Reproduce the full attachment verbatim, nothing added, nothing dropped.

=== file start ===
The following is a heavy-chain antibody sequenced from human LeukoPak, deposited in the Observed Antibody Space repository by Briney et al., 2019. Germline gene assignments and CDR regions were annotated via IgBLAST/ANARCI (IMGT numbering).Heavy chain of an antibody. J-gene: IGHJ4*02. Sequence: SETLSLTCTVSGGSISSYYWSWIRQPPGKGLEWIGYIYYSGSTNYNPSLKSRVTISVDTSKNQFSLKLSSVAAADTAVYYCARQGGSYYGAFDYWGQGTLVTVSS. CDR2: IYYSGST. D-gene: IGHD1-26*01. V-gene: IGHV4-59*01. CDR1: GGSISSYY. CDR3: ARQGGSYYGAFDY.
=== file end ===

The following is a heavy-chain antibody sequenced from human LeukoPak, deposited in the Observed Antibody Space repository by Briney et al., 2019. Germline gene assignments and CDR regions were annotated via IgBLAST/ANARCI (IMGT numbering).Heavy chain of an antibody. J-gene: IGHJ4*02. Sequence: SETLSLTCTVSGGSISSYYWSWIRQPPGKGLEWIGYIYYSGSTNYNPSLKSRVTISVDTSKNQFSLKLSSVAAADTAVYYCARQGGSYYGAFDYWGQGTLVTVSS. CDR2: IYYSGST. D-gene: IGHD1-26*01. V-gene: IGHV4-59*01. CDR1: GGSISSYY. CDR3: ARQGGSYYGAFDY.